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C-17 Continues To Provide For Boeing

Considering their problems with the two new commercial programs in development and the fact that the Obama Administration wanted to end buys of the C-17 Globemaster heavy transport the aircraft continues to do well for Boeing (BA). The Washington based and Chicago headquartered aerospace giant had to take a charge last quarter against its earning due to delays in the 787 airliner and 747-800 cargo aircraft. There has also been concern with the Obama Administration's plans to restructure defense spending but that has not affected the C-17 yet.

Not only were several C-17 aircraft ordered with the 2009 defense supplemental against the wishes of the Executive Branch ten more were included in the 2010 defense bill signed by the President on Saturday. This will lead to over $2 billion in revenue for Boeing and keep several thousand employed in Long Beach, CA. The city will be hit hard whenever production does end as Boeing has no future plans for this facility.

As well as continued domestic sales of this aircraft that is very important to "Overseas Contingency Operations" in Iraq and Afghanistan it also enjoys strong sales to foriegn governments. It faces little competition beyond the Ilyushin-76 transport as there is no comparable Airbus product. EADS (EADS.P) and its partners are working on developing and selling the A400M transport but this is two years behind schedule and really is in competition with the C-130J Hercules made by Lockheed Martin (LMT). The A400M like the 787 recently saw its first flight but is still several months away from entering service with any customer.

Britain and the U.A.E. have recently announced buys of the aircraft. Britain has decided to buy at least one more bringing its fleet to seven. The U.A.E. joins Quatar as a Gulf State acquiring the heavy lift transport. These orders for five total aircraft on top of the recent buys for the U.S. Air Force mean at least twenty more of the aircraft will enter service over the next few years. There is also no sign of Congress stopping orders as while the Air Force says it has reached its objective for the aircraft there is certainly use for more of them.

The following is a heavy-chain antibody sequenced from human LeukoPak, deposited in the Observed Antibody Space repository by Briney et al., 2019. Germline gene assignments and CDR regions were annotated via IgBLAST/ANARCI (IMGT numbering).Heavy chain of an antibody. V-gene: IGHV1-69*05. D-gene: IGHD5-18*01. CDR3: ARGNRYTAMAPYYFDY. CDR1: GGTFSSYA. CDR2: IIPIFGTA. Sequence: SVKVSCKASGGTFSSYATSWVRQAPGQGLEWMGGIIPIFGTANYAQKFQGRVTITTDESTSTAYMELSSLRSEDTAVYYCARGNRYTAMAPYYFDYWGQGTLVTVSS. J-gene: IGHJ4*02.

Another revenue stream for Boeing is providing support for the aircraft. In fact the increased logistical cost of the new orders is one of the arguments against Congress adding more aircraft. Many times there is money for production added but not for the operations and maintenance. Boeing was awarded a contract this week for support of the fielded aircraft. This is worth over $200 million and provides work and money for Boeing and its subcontractors.

This program will continue to offset the losses of F-22 and eventually F-18 production for the U.S. military. Boeing has been offering the F-18 overseas to countries like Brazil and India to prepare for a day when the F-35 Joint Strike Fighter begins entering service where it will replace the F-18 in use by the Navy and Marine Corps. It again demonstrates the ability of the large defense contractors to counter risk by executing a large portfolio.

The C-17 remains a key part of the U.S. military's ability to execute operations overseas. It provides important capability to fly in troops, equipment and support for use in areas all over the world. The U.S. will continue to need this capability and Boeing is profiting from this need.

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